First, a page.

This was a shot taken while waiting for sunset in Great Smoky Mountain National Park in May. It was a quick handheld snap to capture the ray of sun that landed on this ridge of trees, and because I didn’t have time to get my camera on my tripod (and didn’t use a fast enough shutter speed), the image isn’t as sharp as it could be and likely won’t ever be printed. I frankly don’t see this as a portfolio image, but I liked the shape of the ridge and lighting enough to see what I could make of it. Feel free to tear this one to shreds Any and all feedback welcome for this shot.
Single exposure. Nikon D750 and Nikkor 70-300mm. 300mm @f/7.1 for 1/200 of a second and ISO 800. I cloned out a gap in the trees in the top right to keep the uniform background of hazy trees.
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I like the diagonal formed by the foreground ridge and the way that it creates a yin-yang effect with the composition. The spotlighting adds interest along the edges. I could see increasing contrast and saturation a bit in the background mountains and in the foreground shadows.
No need to tear it apart as you say> I think it’s a fine image. I really like these “edge of light” images as I call them.
I really like the composition and it’s plenty sharp at this web size. I think the light is super pretty, Kevin.
Kevin, this an outstanding image, and to me it’s all about the light, which is simply gorgeous. I like your processing of the shadow areas. you made them dark enough so that they set off the highlights nicely, but if you give your eye a moment to adjust, there is still plenty of detail in the shadows. While this is great as presented, I do agree with @Brian_Schrayer that a little more mid-tone contrast and a slight boost in saturation would make the background ridge even better. some dodging of the highlight areas of the back ridge would also enhance that hazy Smokies look too.
Most all our photography is about light - and it most certainly is here. You’ve captured the moment beautifully.
Sharpness? I’d say the critical point in the image - that spiralized tree in the center, looks sufficiently sharp - at least in the web view. Sure, it looks like things get a little softer around the edges - but that also works like a vignette - keeping the eye in the frame, enjoying the light.
I certainly wouldn’t put this in the shredder! Thanks for posting. No nits or other suggestions.
Thanks very much for taking the time to reply, everyone! Sounds like I was being a bit too harsh on this. I think I had stared at it for long enough that I needed some outside opinions.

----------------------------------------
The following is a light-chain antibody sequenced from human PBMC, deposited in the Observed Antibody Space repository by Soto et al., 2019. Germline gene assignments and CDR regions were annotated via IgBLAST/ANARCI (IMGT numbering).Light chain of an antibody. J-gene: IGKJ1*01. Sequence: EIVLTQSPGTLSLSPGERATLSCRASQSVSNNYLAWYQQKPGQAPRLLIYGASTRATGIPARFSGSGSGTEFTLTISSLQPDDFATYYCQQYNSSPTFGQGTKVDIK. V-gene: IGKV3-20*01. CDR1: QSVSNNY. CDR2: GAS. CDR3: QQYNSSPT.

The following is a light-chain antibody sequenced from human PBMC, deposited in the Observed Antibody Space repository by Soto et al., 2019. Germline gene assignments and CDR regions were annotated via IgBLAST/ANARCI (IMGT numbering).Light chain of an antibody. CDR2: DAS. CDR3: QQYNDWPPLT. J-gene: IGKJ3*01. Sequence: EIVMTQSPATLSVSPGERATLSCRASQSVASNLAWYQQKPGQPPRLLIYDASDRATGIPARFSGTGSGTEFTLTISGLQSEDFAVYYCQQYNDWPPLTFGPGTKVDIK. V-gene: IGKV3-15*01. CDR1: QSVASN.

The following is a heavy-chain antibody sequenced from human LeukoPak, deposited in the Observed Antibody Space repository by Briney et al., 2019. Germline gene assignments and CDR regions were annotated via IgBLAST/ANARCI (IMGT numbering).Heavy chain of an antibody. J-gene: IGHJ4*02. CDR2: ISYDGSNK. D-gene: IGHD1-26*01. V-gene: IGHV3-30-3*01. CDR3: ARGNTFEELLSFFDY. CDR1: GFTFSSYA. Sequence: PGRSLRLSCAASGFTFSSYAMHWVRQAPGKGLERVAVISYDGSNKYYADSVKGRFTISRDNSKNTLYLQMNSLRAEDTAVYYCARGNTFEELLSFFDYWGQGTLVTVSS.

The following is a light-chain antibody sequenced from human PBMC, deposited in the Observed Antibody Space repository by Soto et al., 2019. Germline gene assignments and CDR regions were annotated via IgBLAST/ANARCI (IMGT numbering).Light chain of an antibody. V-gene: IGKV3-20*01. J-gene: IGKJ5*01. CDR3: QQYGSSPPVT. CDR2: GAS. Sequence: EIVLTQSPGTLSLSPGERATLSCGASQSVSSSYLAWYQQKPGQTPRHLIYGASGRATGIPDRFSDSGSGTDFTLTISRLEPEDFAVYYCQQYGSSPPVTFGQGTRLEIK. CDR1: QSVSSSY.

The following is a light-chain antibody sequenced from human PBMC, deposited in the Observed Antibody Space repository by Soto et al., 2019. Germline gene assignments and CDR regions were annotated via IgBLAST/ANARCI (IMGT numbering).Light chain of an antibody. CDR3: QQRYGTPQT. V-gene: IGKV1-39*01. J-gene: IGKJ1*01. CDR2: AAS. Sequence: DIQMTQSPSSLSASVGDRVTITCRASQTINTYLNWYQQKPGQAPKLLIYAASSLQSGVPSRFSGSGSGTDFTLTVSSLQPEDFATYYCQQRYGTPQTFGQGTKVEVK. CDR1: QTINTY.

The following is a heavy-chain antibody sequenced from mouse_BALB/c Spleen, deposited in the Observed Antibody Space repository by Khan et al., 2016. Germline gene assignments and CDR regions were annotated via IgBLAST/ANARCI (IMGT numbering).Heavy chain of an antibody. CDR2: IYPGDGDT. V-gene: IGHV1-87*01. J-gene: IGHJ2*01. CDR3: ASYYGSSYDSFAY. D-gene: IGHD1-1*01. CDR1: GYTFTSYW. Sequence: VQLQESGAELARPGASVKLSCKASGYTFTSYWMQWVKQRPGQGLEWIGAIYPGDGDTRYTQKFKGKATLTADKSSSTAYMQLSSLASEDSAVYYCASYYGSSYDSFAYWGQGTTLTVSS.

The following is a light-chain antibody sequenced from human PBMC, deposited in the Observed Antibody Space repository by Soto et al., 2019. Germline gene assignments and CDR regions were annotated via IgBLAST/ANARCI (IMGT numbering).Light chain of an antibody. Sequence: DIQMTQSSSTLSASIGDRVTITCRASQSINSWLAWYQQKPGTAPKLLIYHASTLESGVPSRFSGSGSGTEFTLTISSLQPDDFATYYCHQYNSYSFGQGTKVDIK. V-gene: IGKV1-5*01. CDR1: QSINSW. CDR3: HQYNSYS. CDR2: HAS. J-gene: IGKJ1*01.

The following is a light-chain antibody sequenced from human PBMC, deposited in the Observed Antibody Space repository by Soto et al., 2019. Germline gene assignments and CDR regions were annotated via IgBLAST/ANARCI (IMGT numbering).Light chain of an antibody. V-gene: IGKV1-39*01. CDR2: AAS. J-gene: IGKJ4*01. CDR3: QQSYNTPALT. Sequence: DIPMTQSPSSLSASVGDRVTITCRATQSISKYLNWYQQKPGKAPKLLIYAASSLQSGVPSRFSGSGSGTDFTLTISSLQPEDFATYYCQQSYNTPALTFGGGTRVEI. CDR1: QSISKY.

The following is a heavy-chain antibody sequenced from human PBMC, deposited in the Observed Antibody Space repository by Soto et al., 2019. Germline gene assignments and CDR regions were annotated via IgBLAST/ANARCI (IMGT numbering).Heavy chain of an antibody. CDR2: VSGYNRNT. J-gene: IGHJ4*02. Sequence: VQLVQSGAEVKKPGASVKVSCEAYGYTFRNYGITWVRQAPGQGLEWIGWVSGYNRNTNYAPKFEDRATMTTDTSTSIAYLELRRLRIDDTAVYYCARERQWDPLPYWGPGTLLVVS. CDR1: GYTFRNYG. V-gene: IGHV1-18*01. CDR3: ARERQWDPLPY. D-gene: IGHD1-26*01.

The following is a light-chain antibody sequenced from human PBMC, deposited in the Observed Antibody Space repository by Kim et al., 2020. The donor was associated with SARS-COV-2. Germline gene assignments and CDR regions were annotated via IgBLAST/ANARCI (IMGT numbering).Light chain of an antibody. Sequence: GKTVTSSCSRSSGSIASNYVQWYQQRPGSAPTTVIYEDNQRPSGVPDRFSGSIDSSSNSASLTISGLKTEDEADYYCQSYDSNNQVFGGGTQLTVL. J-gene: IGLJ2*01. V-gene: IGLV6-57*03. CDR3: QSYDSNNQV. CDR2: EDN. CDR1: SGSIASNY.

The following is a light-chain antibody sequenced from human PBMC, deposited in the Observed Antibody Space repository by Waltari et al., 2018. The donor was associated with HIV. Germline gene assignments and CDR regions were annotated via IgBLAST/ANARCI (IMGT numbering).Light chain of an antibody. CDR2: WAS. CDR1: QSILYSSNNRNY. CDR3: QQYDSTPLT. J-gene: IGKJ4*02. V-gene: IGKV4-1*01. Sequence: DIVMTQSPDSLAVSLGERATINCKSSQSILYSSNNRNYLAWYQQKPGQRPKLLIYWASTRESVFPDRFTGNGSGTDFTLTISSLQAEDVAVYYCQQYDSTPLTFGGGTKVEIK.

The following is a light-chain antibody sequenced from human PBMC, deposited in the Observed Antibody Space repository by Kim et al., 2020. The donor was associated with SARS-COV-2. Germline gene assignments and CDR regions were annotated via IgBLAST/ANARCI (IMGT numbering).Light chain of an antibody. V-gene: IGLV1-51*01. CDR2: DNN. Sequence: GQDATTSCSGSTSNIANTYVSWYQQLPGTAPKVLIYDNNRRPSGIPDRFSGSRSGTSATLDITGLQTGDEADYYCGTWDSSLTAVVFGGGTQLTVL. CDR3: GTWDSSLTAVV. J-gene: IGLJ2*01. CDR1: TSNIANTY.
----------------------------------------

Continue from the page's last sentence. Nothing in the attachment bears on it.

@Brian_Schrayer and @Ed_McGuirk, good notes on the background trees and ridge. I think I had been so focused on trying to get the contrast right in the shadow areas and on the foreground ridge I forgot all about the background ridge. I’ll take a look tonight and play around with that a bit. And @Lon_Overacker, I actually hadn’t really noticed the spiral grown pattern of that tree, but I’m loving it now that you pointed it out!
Strangely enough, the slight lack of sharpness works for the mood of this image. I like the current presentation. I would not add contrast to it because it could destroy that mood. You might experiment with that and see.
Very much like the unique light here and the yin-yang composition. Overall, it maybe feels a bit cramped at the top. A little more space above the hill on the left seems like I might be helpful, though I have a feeling this crop might have been the only alternative.
I too like the ridge of light Kevin. I would bring up the contrast in the background and bring up the contrast in the foreground. It may work well on canvas.
I like the graphic curve bisecting the diagonal across the frame and of course the slice of light on the edge. It’s pretty and yes I think it would make a pleasing canvas print.
No points of critique on this one from me. Just thought I’d tell you that I really love it. Great light and truly an example of a photo that places me in the moment.
Thanks again, everyone. I very much appreciate the helpful comments and support for giving this one more consideration than I think I originally did. I didn’t get a chance to sit back down to tweak this until today.
Although not unanimous, it sounds like the consensus was to add a bit of contrast to the background ridge. I decided to do that with the addition of a little dehaze and clarity via an adjustment brush in a Camera Raw filter in Photoshop, while still making sure to maintain the hazy look in the background the keep the ridge the obvious focal point. And @Tony_Kuyper, right you are about the composition. I feel that the top is a bit cramped as well, but this was such a quick setup that I unfortunately didn’t leave myself enough room above the ridge to crop differently.
This version has the slight changes I mentioned: